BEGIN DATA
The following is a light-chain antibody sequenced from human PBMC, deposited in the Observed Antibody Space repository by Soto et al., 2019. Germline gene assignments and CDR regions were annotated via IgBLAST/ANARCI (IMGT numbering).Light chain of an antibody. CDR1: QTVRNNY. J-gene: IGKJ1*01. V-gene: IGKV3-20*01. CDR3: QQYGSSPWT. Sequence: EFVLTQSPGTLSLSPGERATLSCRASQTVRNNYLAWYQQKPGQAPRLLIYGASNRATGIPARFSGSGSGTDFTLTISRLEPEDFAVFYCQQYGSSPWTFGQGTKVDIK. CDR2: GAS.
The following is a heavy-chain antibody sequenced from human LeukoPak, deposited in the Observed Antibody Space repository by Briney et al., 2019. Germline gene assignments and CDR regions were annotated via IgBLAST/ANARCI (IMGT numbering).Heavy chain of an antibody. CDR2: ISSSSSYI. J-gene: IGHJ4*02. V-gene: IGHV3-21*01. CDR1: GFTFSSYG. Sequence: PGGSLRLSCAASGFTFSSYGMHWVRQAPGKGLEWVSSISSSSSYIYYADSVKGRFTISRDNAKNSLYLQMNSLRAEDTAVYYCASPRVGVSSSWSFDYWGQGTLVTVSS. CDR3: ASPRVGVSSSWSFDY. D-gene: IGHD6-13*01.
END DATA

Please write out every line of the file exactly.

The following is a light-chain antibody sequenced from human PBMC, deposited in the Observed Antibody Space repository by Soto et al., 2019. Germline gene assignments and CDR regions were annotated via IgBLAST/ANARCI (IMGT numbering).Light chain of an antibody. CDR1: QTVRNNY. J-gene: IGKJ1*01. V-gene: IGKV3-20*01. CDR3: QQYGSSPWT. Sequence: EFVLTQSPGTLSLSPGERATLSCRASQTVRNNYLAWYQQKPGQAPRLLIYGASNRATGIPARFSGSGSGTDFTLTISRLEPEDFAVFYCQQYGSSPWTFGQGTKVDIK. CDR2: GAS.
The following is a heavy-chain antibody sequenced from human LeukoPak, deposited in the Observed Antibody Space repository by Briney et al., 2019. Germline gene assignments and CDR regions were annotated via IgBLAST/ANARCI (IMGT numbering).Heavy chain of an antibody. CDR2: ISSSSSYI. J-gene: IGHJ4*02. V-gene: IGHV3-21*01. CDR1: GFTFSSYG. Sequence: PGGSLRLSCAASGFTFSSYGMHWVRQAPGKGLEWVSSISSSSSYIYYADSVKGRFTISRDNAKNSLYLQMNSLRAEDTAVYYCASPRVGVSSSWSFDYWGQGTLVTVSS. CDR3: ASPRVGVSSSWSFDY. D-gene: IGHD6-13*01.